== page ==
Sharon Johnson reviews Kumud’s second cookbook, under the title ‘Our holiday eating will get a nudge.’
This year I’m going to give the preparation of traditional holiday food a little nudge.
I will, of course, roast a plump turkey and serve the big bird with long-time, family-friendly trimmings. There will be cottage cheese and lime Jell-O Salad everyone counts on, even though I’ve looked up the nutritive value and caloric content of just half a cup of that “comfort” food and am sobered by my findings.
As in past years, I will make several kinds of stuffing, the family recipe of apple-cranberry relish and, of course, my buttery mashed potatoes. Remembering as I do when my daughter broke up with her long-time boyfriend more than a decade ago and asked him: “So, what will you miss the most about our relationship?” and he responded, after a very slight pause, “Your mother’s mashed potatoes.”
Observing food-related traditions can be central to a family’s holiday happiness. I will honour that. But this is where I’d like to nudge things forward a bit. It all started when I went in search of the perfect gift for a cherished friend and I encountered Feed the Beloved Soul, a tome that focuses on Ayurvedic vegetarian eating. The author is Kumud Gokani. Yes, it’s a cookbook – and it’s so much more. It’s a story about nourishing yourself, thinking not just about what you eat, but how you eat it. And even more importantly perhaps – how you prepare the food you eat. All of it presented me with a new consciousness about eating well.
“What you eat and how you eat, so you shall become” is a statement in the preface to the book. It is followed by the sentence, “Even offering a glass of water in a loving way can deeply nourish a person and sow seeds of love, peace and friendship.” In the trying times we are currently experiencing world-wide, those words speak to me.
For the uninitiated, Ayurveda is an ancient Indian science of natural healing. I’m learning that “every herbed spice has a purpose.” I have always wanted to know how to “unleash the power of ginger” and all the ways to maximise the health benefits of turmeric and cumin. This book is guiding me. The author is a delightful, ever-smiling, ageless woman who was born in India and now lives in Ashland. Her food-preparation knowledge and skills are aided by perspectives from her retired physical/surgeon husband. In fact, it all seems all of her extended family was intimately involved in creating this, her second book.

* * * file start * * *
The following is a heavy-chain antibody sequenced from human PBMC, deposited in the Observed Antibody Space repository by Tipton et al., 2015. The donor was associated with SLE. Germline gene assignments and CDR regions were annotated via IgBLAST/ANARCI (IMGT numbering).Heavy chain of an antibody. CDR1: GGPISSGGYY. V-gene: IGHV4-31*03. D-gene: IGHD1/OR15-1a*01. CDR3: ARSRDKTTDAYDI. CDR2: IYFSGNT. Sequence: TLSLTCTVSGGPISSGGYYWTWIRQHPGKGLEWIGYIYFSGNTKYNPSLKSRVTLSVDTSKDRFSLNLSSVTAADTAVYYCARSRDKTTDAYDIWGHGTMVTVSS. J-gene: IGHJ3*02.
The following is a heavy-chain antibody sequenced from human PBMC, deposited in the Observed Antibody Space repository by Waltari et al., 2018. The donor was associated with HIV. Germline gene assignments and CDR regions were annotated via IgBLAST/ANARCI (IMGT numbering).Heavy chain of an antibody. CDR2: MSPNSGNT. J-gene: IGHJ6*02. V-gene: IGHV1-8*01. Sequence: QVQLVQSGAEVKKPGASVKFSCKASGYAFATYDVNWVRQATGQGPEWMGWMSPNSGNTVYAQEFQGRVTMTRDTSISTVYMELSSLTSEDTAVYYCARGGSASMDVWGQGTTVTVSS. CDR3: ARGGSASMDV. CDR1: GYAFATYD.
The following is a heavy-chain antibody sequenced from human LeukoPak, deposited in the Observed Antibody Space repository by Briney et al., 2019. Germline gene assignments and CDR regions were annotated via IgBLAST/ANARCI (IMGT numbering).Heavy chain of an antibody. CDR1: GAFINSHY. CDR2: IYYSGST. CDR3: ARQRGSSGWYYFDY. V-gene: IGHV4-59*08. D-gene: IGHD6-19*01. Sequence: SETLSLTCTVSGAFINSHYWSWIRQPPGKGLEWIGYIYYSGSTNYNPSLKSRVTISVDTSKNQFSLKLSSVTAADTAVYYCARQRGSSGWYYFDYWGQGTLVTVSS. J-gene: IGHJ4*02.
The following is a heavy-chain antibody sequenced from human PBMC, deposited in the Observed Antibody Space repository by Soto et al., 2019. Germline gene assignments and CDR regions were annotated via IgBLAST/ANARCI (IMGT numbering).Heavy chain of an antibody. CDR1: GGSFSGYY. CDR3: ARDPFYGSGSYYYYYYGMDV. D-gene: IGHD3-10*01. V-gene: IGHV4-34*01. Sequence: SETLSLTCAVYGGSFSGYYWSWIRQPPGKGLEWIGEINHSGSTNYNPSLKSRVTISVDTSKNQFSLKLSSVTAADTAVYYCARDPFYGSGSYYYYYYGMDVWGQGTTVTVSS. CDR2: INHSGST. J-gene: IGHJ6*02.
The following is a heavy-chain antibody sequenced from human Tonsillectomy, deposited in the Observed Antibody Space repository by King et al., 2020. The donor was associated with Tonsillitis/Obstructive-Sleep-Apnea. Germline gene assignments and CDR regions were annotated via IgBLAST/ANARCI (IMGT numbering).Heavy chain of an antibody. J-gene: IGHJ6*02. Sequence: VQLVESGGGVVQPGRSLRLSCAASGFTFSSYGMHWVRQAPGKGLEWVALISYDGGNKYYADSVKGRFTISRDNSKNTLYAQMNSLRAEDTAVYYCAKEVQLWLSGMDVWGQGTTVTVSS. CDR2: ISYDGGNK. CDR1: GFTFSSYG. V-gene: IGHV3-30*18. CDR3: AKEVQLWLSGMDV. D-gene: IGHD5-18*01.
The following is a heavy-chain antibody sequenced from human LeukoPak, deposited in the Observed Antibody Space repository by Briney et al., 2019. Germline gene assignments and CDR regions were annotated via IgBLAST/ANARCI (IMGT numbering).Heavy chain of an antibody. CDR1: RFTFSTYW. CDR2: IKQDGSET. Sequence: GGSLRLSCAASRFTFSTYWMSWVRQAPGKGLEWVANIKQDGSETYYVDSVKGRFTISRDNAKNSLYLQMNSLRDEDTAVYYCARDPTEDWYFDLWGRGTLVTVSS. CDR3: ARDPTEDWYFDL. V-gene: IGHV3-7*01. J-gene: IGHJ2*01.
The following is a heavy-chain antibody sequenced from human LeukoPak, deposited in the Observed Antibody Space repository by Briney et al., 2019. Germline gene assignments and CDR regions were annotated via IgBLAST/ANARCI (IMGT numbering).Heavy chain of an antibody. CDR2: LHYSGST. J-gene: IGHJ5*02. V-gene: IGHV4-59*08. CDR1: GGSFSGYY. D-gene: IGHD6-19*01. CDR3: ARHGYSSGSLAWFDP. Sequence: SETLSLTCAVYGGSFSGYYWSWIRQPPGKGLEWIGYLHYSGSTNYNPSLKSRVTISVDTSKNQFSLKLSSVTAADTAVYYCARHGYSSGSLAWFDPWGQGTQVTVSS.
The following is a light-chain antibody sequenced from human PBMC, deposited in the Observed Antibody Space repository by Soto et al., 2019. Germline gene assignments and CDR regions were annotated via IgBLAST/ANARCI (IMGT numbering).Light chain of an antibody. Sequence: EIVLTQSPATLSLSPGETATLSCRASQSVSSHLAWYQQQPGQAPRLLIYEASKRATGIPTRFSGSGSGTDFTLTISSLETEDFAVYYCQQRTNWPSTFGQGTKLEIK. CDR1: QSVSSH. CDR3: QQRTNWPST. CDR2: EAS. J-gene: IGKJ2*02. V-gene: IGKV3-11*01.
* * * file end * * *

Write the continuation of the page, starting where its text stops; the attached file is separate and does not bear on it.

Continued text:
Kumud Gokani’s philosophy centres on creating “delicious nourishment” as an act of love akin to prayer or meditation. I’m not sure what that means for their family’s holiday meals – it probably involves paneer and naan and foods like Paun Bhaji (an absolutely delicious vegetable curry).
This year, my new knowledge means more thoughtful attention to how I add spices to traditional dishes. I will slow my pace with Thanksgiving Day [or Xmas] meal preparation, allowing it to be more relaxed and less hurried. The dessert tray will have all the to-be-expected pie, along with a “halwa” made with carrots and cardamom. Feed the beloved soul – over easy.
Sharon Johnson is a retired Oregon State University associate professor emeritus. Reach her at Sharon@agefriendlyinnovators.org
Previously published in Mail Tribune, Medford, Oregon
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Below the visual story as a video of how the photos for the cookbook were created. Photos by Champak, cooking by Devapria, styling by Chetna. Location: Berringhausen, Germany.
Kumud Gokani grew up in India where she studied psychology, economics and philosophy. She lived many years in Kenya and India and cooked for Osho’s community in Pune and in Oregon (a sannyasin since 1975). She currently resides in Ashland, Oregon, USA – together with her husband Dr Gokul (Krishna) Gokani) – teaching various Indian languages, conducting cooking classes at community centres and universities. She is the author of two cookbooks, ‘Cooking with Kumud’ and ‘Feed the Beloved Soul’. www.cookingwithkumud.com